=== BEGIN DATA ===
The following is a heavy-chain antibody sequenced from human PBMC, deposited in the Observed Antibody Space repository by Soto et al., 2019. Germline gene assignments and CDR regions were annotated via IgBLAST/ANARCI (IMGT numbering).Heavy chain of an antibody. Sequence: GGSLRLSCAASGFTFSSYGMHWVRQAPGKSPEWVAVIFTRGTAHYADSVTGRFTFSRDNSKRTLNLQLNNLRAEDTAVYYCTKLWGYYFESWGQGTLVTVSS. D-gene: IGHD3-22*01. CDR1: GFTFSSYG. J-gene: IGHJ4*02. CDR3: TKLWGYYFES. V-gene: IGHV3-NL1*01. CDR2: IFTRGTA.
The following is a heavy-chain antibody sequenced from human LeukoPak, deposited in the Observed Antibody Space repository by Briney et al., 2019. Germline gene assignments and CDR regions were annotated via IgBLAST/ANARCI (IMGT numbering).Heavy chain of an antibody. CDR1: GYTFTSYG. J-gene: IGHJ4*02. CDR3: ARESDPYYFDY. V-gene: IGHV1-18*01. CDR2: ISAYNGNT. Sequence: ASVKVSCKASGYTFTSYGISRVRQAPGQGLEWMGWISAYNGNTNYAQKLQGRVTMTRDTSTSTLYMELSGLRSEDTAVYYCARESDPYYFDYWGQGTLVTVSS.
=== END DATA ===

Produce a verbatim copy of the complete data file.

The following is a heavy-chain antibody sequenced from human PBMC, deposited in the Observed Antibody Space repository by Soto et al., 2019. Germline gene assignments and CDR regions were annotated via IgBLAST/ANARCI (IMGT numbering).Heavy chain of an antibody. Sequence: GGSLRLSCAASGFTFSSYGMHWVRQAPGKSPEWVAVIFTRGTAHYADSVTGRFTFSRDNSKRTLNLQLNNLRAEDTAVYYCTKLWGYYFESWGQGTLVTVSS. D-gene: IGHD3-22*01. CDR1: GFTFSSYG. J-gene: IGHJ4*02. CDR3: TKLWGYYFES. V-gene: IGHV3-NL1*01. CDR2: IFTRGTA.
The following is a heavy-chain antibody sequenced from human LeukoPak, deposited in the Observed Antibody Space repository by Briney et al., 2019. Germline gene assignments and CDR regions were annotated via IgBLAST/ANARCI (IMGT numbering).Heavy chain of an antibody. CDR1: GYTFTSYG. J-gene: IGHJ4*02. CDR3: ARESDPYYFDY. V-gene: IGHV1-18*01. CDR2: ISAYNGNT. Sequence: ASVKVSCKASGYTFTSYGISRVRQAPGQGLEWMGWISAYNGNTNYAQKLQGRVTMTRDTSTSTLYMELSGLRSEDTAVYYCARESDPYYFDYWGQGTLVTVSS.